Performance » 9
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PERFORMANCE | 9 out of 10
Gearchanges are fluid and smooth and there's ample torque across the rev range.
...The V-6 sounds so sporty and comes across so robust that a V-8 is really unnecessary.
...Even the M’s standard active noise cancellation system can’t come close to drowning out the vviibbrraattiioonnss coming from the VQ-series V-6.
One quick note about the transmission, and this applies to both cars, is that it's a shame Infiniti didn't pull the trigger and put in a dual-clutch system. While you as the driver do get to pull the trigger (fine, paddle shifter), the shifts take way too long.
The [V-8's] acceleration is quite a bit more breathtaking, although, in our opinion, not enough to justify the price walk.
Car and Driver
The 2013 Infiniti M is offered in three flavors: M37, M56, and M35h. Among them, the M37 is the most affordable and top-selling from the lineup; it's powered by a 330-horsepower, 3.7-liter V-6. Meanwhile, the M56 has a 420-hp, 5.6-liter V-8, and the M35h packs a V-6 and special hybrid powertrain to produce up to 350 combined horsepower.
The M37 has strong acceleration and is quite quick, but this engine, especially in the M, is too raucous and coarse-sounding for the personality of the car. On the other hand, the V-8 M56 has a brash, baritone engine note that's more fitting, accompanies by neck-snapping responsiveness. Both engines pair up with a seven-speed automatic transmission with a manual-shift mode, rev-matching, and available paddle shifters.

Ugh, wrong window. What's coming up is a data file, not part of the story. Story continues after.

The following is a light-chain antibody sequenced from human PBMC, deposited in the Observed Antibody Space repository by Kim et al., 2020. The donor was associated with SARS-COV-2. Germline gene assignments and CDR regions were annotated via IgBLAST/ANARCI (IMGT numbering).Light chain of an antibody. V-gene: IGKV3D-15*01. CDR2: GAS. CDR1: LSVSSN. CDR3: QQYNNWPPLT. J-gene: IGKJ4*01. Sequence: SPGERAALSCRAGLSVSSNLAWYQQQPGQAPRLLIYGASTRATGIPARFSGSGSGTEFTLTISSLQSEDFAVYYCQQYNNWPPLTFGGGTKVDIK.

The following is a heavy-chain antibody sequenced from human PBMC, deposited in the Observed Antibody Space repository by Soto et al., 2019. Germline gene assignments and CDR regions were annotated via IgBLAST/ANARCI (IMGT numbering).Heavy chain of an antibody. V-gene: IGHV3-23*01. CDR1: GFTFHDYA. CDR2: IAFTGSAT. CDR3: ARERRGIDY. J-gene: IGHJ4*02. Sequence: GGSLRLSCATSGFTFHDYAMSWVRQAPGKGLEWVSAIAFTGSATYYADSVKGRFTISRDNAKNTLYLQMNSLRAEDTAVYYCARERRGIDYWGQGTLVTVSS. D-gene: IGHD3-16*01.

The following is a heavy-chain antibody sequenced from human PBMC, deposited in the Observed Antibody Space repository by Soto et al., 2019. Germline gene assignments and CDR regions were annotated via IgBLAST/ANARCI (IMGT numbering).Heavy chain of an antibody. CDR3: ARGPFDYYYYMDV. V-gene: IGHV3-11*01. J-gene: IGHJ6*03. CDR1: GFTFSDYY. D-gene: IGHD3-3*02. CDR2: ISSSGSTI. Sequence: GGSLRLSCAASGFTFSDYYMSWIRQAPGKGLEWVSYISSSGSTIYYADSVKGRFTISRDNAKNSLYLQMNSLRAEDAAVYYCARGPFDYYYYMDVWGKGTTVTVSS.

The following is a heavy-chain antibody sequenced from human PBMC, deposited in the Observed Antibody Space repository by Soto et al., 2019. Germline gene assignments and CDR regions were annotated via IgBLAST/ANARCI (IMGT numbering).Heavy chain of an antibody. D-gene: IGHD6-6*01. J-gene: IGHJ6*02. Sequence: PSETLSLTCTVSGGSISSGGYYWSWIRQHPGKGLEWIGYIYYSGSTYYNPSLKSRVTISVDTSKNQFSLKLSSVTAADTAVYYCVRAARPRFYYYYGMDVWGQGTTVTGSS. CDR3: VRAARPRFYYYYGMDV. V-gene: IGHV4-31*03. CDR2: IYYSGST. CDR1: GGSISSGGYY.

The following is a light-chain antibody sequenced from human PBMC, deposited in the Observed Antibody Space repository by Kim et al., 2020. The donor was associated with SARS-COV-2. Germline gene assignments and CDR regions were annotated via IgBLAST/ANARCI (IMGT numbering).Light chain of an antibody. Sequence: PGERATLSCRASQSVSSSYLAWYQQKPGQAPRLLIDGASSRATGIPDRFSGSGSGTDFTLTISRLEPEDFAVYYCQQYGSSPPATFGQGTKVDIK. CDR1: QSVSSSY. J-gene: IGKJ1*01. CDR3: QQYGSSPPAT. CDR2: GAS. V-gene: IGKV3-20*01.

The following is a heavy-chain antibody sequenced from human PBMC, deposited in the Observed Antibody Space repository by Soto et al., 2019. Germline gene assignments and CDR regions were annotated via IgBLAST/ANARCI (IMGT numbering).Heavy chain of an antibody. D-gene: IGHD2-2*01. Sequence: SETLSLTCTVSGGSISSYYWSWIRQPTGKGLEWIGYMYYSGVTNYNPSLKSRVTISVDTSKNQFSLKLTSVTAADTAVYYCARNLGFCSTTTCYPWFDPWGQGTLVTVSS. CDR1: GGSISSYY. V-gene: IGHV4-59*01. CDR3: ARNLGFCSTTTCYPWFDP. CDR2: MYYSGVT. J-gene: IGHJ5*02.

No matter which of these versions you go with, you'll get a seven-speed transmission that's happy to pound out quick, unobtrusive gear changes at your command when the automatic’s moved to manual mode; it also rev-matches downshifts very effectively. And with four individual settings (Sport, Normal, Eco and Snow), you can change the way (and when) the transmission shifts and how the accelerator pedal respond to inputs. You’ll be fine leaving it in Normal almost all of the time.
The Infiniti M35h has a rather different powertrain setup; it gets a Direct Response Hybrid system that's performance-oriented and delivers more than 350 combined horsepower yet is rated at an EPA 27 mpg city, 32 highway. Unlike some other hybrids, it has a transmission with actual gears--seven speeds--and is easier to drive through curvy stretches than nearly any other hybrid. Its suspension is tuned a bit more softly than the other models though.
Otherwise, Infiniti nailed the calibration of the suspension in the M37 and M56. Both have great handling, quick, responsive steering, and ride quality that's not quite supple but definitely not harsh or too noisy. supple ride--are an elusive mix, and Infiniti's nailed it. The steering has the right weight and turn-in feel. The rear-wheel-drive chassis is balanced and responsive for such a long car.
On either of the non-hybrid models you can add all-wheel drive (M37x, M56x), and it doesn’t dull the edge too much. A feature called Active Tracing Control helps manipulate power levels and anti-lock brakes to help cornering feel a little more surefooted and balanced, and big, strong brakes on all versions come standard with lots of pedal feel.
To maximize that performance, there's a Sport package adding 20-inch wheels, four-wheel active steering, sport seats and steering wheel, and aluminum pedal trim to rear-drive versions. It's our preferred setup, as it's not too hard, yet not overly soft like a luxury car. Overall, this is a car that drives like a car that's one step smaller.
Strong acceleration and a balanced, responsive feel distinguish all the M sedans from their peers.